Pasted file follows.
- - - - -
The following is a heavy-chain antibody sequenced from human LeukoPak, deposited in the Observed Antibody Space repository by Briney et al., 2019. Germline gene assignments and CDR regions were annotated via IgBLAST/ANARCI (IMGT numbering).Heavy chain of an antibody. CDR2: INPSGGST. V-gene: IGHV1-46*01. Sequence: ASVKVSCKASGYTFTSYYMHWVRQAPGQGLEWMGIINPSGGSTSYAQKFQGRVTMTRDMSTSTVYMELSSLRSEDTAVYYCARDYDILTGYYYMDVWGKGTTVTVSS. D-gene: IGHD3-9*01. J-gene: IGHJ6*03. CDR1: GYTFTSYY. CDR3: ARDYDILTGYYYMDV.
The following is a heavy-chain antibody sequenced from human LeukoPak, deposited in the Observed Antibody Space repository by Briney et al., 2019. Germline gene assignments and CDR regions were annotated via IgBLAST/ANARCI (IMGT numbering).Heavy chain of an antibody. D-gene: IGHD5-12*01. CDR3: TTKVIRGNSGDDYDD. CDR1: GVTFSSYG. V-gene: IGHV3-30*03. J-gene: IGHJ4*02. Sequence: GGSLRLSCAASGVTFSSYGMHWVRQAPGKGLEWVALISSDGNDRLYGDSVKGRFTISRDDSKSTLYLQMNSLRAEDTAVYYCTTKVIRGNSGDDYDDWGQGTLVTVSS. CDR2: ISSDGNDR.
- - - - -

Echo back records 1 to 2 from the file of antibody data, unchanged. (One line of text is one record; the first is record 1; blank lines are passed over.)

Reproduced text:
The following is a heavy-chain antibody sequenced from human LeukoPak, deposited in the Observed Antibody Space repository by Briney et al., 2019. Germline gene assignments and CDR regions were annotated via IgBLAST/ANARCI (IMGT numbering).Heavy chain of an antibody. CDR2: INPSGGST. V-gene: IGHV1-46*01. Sequence: ASVKVSCKASGYTFTSYYMHWVRQAPGQGLEWMGIINPSGGSTSYAQKFQGRVTMTRDMSTSTVYMELSSLRSEDTAVYYCARDYDILTGYYYMDVWGKGTTVTVSS. D-gene: IGHD3-9*01. J-gene: IGHJ6*03. CDR1: GYTFTSYY. CDR3: ARDYDILTGYYYMDV.
The following is a heavy-chain antibody sequenced from human LeukoPak, deposited in the Observed Antibody Space repository by Briney et al., 2019. Germline gene assignments and CDR regions were annotated via IgBLAST/ANARCI (IMGT numbering).Heavy chain of an antibody. D-gene: IGHD5-12*01. CDR3: TTKVIRGNSGDDYDD. CDR1: GVTFSSYG. V-gene: IGHV3-30*03. J-gene: IGHJ4*02. Sequence: GGSLRLSCAASGVTFSSYGMHWVRQAPGKGLEWVALISSDGNDRLYGDSVKGRFTISRDDSKSTLYLQMNSLRAEDTAVYYCTTKVIRGNSGDDYDDWGQGTLVTVSS. CDR2: ISSDGNDR.